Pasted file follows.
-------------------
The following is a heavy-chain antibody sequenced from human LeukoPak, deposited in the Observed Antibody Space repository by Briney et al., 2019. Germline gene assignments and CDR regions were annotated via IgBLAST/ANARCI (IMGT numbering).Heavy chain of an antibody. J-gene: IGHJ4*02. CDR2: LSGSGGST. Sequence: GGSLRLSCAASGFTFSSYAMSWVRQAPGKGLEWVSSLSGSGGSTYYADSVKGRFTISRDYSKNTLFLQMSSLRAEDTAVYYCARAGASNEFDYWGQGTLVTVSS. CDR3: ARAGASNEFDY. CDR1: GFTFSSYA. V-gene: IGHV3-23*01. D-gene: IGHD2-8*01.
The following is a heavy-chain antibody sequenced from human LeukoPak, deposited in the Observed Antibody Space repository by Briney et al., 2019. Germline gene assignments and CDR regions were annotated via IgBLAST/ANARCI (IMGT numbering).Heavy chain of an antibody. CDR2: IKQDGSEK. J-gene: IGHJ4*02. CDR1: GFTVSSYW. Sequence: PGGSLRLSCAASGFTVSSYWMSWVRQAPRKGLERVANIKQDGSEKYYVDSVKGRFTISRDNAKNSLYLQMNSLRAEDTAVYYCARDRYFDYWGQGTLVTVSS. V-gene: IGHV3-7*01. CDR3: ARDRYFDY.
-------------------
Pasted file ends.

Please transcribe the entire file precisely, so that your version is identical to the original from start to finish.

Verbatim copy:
The following is a heavy-chain antibody sequenced from human LeukoPak, deposited in the Observed Antibody Space repository by Briney et al., 2019. Germline gene assignments and CDR regions were annotated via IgBLAST/ANARCI (IMGT numbering).Heavy chain of an antibody. J-gene: IGHJ4*02. CDR2: LSGSGGST. Sequence: GGSLRLSCAASGFTFSSYAMSWVRQAPGKGLEWVSSLSGSGGSTYYADSVKGRFTISRDYSKNTLFLQMSSLRAEDTAVYYCARAGASNEFDYWGQGTLVTVSS. CDR3: ARAGASNEFDY. CDR1: GFTFSSYA. V-gene: IGHV3-23*01. D-gene: IGHD2-8*01.
The following is a heavy-chain antibody sequenced from human LeukoPak, deposited in the Observed Antibody Space repository by Briney et al., 2019. Germline gene assignments and CDR regions were annotated via IgBLAST/ANARCI (IMGT numbering).Heavy chain of an antibody. CDR2: IKQDGSEK. J-gene: IGHJ4*02. CDR1: GFTVSSYW. Sequence: PGGSLRLSCAASGFTVSSYWMSWVRQAPRKGLERVANIKQDGSEKYYVDSVKGRFTISRDNAKNSLYLQMNSLRAEDTAVYYCARDRYFDYWGQGTLVTVSS. V-gene: IGHV3-7*01. CDR3: ARDRYFDY.